When I finish a draft, I want to hear how a reader reacts to my thinking and the way I’ve expressed it. I know from experience that such feedback will help make my next draft clearer and more effective.
But knowing feedback’s value doesn’t keep me from pushing back against what I’m hearing, from thinking, momentarily, “What’s wrong with you that you couldn’t follow what I was saying?!’
I’m not proud of this reaction. All who offer me an honest account of his reading give me a great gift. I shouldn’t be blaming them. Nor should I be arguing with their experience. And yet, inevitably, for brief (and sometimes not-so-brief) moments, I find myself unable to listen and learn.
Over time, I’ve adopted two strategies that help me be more open to learning.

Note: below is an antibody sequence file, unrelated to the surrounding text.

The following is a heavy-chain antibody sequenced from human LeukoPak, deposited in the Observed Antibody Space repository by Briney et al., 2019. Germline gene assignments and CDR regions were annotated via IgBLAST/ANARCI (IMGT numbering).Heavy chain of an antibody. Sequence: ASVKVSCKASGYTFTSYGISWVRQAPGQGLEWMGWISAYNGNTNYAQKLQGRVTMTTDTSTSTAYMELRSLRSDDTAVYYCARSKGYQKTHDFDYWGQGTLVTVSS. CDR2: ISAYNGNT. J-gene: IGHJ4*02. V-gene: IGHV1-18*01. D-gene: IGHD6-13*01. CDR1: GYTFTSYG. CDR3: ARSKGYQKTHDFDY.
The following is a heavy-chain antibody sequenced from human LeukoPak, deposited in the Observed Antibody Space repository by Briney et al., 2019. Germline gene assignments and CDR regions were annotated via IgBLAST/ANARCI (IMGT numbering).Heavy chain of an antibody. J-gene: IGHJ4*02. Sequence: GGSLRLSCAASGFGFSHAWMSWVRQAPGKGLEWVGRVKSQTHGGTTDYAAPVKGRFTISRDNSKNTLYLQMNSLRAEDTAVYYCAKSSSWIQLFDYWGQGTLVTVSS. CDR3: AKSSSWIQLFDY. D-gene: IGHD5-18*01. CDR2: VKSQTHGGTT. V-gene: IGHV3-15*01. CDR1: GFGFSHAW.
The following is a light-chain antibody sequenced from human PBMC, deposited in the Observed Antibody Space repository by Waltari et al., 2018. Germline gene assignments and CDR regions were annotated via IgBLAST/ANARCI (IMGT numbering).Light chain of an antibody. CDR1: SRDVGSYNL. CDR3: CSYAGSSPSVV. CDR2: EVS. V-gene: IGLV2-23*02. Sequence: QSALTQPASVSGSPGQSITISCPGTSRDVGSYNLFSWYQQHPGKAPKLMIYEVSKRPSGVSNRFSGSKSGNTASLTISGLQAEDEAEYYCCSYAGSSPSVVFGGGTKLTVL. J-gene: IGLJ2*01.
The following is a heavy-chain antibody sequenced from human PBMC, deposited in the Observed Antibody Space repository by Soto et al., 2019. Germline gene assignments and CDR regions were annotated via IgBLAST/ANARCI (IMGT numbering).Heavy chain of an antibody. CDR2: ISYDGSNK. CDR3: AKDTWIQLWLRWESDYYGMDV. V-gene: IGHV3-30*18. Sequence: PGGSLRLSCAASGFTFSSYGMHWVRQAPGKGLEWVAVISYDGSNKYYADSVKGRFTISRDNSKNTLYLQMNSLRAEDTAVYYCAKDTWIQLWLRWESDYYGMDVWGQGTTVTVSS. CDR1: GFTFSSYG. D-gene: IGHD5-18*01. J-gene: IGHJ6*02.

First, I make sure that I put space between the act of creation and the moment of feedback. Even stepping away for an hour helps me see my work more objectively. The longer I step away, the better. When I can, I plan these pauses into my project timeline.
Second, I identify two or three questions I hope my reader will answer. The questions change depending on where in the process I am and the problem areas I see in the draft, but this practice helps me approach my work more critically. My readers also tell me that the questions help them focus their feedback.
I will likely never extinguish my first, prideful response to feedback. But I also know that without it, I’ll stop growing. So I try to embrace inquiry over argument, and open myself more fully to the experience of my friends, colleagues, and strangers. Some days, I’m better at this than others, but I take comfort (and some discomfort) in knowing that I’ll have plenty of opportunities to practice and improve.
Virtual Writing Center Newsletter Editor